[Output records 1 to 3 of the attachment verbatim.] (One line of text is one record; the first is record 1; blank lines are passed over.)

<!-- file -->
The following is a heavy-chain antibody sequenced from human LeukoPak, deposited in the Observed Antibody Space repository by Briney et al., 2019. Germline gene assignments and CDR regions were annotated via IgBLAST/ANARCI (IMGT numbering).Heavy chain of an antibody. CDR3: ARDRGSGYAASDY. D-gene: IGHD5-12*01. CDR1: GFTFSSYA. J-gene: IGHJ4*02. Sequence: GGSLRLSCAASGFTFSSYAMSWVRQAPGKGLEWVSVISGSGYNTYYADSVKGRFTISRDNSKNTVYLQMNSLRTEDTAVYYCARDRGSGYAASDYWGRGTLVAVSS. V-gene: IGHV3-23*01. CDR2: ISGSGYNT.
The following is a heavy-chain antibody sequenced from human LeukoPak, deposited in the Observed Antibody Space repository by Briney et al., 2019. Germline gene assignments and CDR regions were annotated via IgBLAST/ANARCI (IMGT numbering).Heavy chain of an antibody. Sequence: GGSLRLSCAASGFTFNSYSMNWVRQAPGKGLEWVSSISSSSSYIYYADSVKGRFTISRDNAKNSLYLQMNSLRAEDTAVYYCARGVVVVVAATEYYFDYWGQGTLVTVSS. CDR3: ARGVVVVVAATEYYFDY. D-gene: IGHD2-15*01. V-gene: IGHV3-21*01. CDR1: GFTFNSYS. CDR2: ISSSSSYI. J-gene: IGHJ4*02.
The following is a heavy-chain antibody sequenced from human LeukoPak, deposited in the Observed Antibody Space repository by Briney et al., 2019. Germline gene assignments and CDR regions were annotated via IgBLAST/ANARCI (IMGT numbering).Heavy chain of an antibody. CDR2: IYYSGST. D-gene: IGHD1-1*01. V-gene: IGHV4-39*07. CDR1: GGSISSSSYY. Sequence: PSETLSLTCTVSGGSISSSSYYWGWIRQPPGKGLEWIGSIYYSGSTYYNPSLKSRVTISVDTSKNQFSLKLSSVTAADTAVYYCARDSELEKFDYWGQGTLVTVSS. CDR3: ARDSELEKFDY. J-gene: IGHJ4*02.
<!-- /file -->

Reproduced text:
The following is a heavy-chain antibody sequenced from human LeukoPak, deposited in the Observed Antibody Space repository by Briney et al., 2019. Germline gene assignments and CDR regions were annotated via IgBLAST/ANARCI (IMGT numbering).Heavy chain of an antibody. CDR3: ARDRGSGYAASDY. D-gene: IGHD5-12*01. CDR1: GFTFSSYA. J-gene: IGHJ4*02. Sequence: GGSLRLSCAASGFTFSSYAMSWVRQAPGKGLEWVSVISGSGYNTYYADSVKGRFTISRDNSKNTVYLQMNSLRTEDTAVYYCARDRGSGYAASDYWGRGTLVAVSS. V-gene: IGHV3-23*01. CDR2: ISGSGYNT.
The following is a heavy-chain antibody sequenced from human LeukoPak, deposited in the Observed Antibody Space repository by Briney et al., 2019. Germline gene assignments and CDR regions were annotated via IgBLAST/ANARCI (IMGT numbering).Heavy chain of an antibody. Sequence: GGSLRLSCAASGFTFNSYSMNWVRQAPGKGLEWVSSISSSSSYIYYADSVKGRFTISRDNAKNSLYLQMNSLRAEDTAVYYCARGVVVVVAATEYYFDYWGQGTLVTVSS. CDR3: ARGVVVVVAATEYYFDY. D-gene: IGHD2-15*01. V-gene: IGHV3-21*01. CDR1: GFTFNSYS. CDR2: ISSSSSYI. J-gene: IGHJ4*02.
The following is a heavy-chain antibody sequenced from human LeukoPak, deposited in the Observed Antibody Space repository by Briney et al., 2019. Germline gene assignments and CDR regions were annotated via IgBLAST/ANARCI (IMGT numbering).Heavy chain of an antibody. CDR2: IYYSGST. D-gene: IGHD1-1*01. V-gene: IGHV4-39*07. CDR1: GGSISSSSYY. Sequence: PSETLSLTCTVSGGSISSSSYYWGWIRQPPGKGLEWIGSIYYSGSTYYNPSLKSRVTISVDTSKNQFSLKLSSVTAADTAVYYCARDSELEKFDYWGQGTLVTVSS. CDR3: ARDSELEKFDY. J-gene: IGHJ4*02.